However, in a parallel universe somewhere, Johnny Marr played on the left wing as Brian Clough’s Forest stormed across Europe. That’s a universe I would like to spend some time in.
Marley is best known for bringing reggae out of the Caribbean and releasing it on the world. His songs were about oppression, revolution, freedom and Rastafarian spirituality—all paired with some of those most unique and interesting instrumentation ever devised. He was beloved the world over, but he was worshipped in his home country of Jamaica.
He also loved soccer, closely followed Pele and the Brazilian leagues and made playing the game a part of his daily routine, even in venues prior to concerts. In 1979, just two years before his death, he said that “football is freedom”. If not for the poor soccer infrastructure in Jamaica at the time, he might very well have chosen the game over his music.
Despite a persistent urban myth, a soccer related injury did not cause the lesion which led to the discovery of the cancer that would later take his life. Bob’s no longer with us, but he still deserves a spot on this list.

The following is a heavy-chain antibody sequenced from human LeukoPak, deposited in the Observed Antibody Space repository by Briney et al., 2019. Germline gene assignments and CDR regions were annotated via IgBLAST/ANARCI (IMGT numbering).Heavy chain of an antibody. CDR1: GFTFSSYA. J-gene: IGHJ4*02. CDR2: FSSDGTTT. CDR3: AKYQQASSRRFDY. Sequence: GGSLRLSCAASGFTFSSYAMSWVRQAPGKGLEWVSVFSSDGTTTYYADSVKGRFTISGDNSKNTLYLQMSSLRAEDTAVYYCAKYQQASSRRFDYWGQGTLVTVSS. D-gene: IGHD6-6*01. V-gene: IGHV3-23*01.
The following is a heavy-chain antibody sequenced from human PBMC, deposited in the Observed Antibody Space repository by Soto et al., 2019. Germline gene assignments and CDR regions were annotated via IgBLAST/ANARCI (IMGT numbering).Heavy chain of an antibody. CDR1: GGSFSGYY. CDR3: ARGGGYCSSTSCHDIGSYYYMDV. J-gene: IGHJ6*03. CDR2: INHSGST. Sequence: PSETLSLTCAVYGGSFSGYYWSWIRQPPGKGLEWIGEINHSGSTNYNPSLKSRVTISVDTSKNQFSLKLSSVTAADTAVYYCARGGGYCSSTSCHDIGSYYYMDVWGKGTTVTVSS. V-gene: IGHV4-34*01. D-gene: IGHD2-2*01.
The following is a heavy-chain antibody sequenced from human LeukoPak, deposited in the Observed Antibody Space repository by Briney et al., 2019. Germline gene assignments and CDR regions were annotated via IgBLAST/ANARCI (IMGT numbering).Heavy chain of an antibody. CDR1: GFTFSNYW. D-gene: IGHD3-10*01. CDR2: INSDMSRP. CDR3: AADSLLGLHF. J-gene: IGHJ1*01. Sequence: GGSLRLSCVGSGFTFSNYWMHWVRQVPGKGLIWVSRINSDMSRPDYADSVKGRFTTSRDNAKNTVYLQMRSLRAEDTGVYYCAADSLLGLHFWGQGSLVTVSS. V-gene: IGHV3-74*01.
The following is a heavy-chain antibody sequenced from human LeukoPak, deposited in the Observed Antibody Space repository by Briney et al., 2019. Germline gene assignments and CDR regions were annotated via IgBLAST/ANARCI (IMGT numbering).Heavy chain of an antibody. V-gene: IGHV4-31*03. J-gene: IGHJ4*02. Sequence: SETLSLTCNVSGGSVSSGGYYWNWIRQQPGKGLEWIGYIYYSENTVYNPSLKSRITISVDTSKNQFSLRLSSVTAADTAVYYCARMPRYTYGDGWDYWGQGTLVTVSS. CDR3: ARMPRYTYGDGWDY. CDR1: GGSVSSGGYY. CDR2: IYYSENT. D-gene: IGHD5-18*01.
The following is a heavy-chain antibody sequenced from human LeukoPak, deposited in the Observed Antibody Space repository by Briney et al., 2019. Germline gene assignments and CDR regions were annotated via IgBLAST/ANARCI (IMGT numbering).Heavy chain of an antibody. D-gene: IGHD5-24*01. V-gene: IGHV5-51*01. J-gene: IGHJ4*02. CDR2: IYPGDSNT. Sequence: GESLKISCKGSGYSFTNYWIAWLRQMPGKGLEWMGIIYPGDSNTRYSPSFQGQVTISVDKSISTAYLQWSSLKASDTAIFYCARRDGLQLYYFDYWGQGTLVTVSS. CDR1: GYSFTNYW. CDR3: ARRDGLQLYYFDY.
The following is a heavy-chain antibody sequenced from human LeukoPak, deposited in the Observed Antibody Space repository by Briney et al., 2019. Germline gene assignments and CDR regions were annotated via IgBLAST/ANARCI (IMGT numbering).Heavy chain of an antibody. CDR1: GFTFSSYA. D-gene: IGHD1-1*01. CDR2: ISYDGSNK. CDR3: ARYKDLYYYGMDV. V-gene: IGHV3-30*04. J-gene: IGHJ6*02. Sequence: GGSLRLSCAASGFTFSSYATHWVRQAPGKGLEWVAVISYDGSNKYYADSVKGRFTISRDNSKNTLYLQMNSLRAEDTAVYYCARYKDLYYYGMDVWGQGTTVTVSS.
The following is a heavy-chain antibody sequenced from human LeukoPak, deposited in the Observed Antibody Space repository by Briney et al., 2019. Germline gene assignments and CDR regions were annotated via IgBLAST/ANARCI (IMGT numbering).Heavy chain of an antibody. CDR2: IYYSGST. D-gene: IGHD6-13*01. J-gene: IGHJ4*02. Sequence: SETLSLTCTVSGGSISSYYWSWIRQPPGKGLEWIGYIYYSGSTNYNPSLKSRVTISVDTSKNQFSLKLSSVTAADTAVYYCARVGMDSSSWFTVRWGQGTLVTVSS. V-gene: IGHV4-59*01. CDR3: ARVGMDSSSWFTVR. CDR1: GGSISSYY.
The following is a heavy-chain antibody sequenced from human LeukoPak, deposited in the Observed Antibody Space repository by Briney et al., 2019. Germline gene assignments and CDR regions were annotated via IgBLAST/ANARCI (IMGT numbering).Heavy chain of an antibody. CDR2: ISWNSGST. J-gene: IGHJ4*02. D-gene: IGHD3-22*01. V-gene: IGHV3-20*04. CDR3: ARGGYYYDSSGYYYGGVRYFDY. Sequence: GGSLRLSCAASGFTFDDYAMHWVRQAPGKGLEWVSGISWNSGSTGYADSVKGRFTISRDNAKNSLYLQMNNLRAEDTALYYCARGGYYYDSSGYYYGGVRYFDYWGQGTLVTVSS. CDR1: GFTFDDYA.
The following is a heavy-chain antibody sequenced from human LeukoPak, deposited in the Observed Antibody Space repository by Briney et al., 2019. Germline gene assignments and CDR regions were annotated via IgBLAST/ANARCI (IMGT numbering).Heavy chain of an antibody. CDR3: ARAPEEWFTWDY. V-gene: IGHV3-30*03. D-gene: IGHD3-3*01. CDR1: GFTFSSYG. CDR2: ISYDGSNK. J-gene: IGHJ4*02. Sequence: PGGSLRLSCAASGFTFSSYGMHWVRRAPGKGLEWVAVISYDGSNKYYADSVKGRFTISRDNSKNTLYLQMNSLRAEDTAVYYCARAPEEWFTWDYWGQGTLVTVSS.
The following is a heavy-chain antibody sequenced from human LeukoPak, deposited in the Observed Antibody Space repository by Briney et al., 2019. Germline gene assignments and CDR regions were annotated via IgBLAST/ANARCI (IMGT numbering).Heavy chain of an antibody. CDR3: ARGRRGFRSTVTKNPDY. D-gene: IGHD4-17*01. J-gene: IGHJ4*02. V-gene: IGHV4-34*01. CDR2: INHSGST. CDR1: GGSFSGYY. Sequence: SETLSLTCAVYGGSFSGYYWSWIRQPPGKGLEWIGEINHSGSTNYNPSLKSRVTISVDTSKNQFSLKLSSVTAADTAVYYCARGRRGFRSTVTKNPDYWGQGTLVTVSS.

—Read more about Bob Marley and soccer in this Paste Soccer story by Bahhaj Taherzadeh.
He might look like a quarterback, but the man who led the G.I. Joe team in “G.I. Joe: The Rise of Cobra” went undercover in 21 Jump Street and gyrated on stage before breaking our hearts in “Magic Mike”, also played varsity soccer for Tampa Catholic High School in the late 1990s.
He even kicked it around on screen a bit in “She the Man”, a movie in which he plays a self-described “soccer stud.”
Best known as The 11th Doctor during Doctor Who’s recent resurgence in popularity, Smith played for the youth teams of Northampton Town and Nottingham Forest and was even approached for a trial by Leicester City. A back injury stopped his career short at 16, though, and he was persuaded to try acting.
He did have kick-a-round on screen during the Who episode “The Lodger,” but was later banned from playing in a Tuesday night pub league by the BBC, out of fear that he would injure himself and affect the show’s schedule.
Since The Doctor regenerated into Peter Capaldi last year, Smith is surely back out on the pitch somewhere. Or should we say somewhen …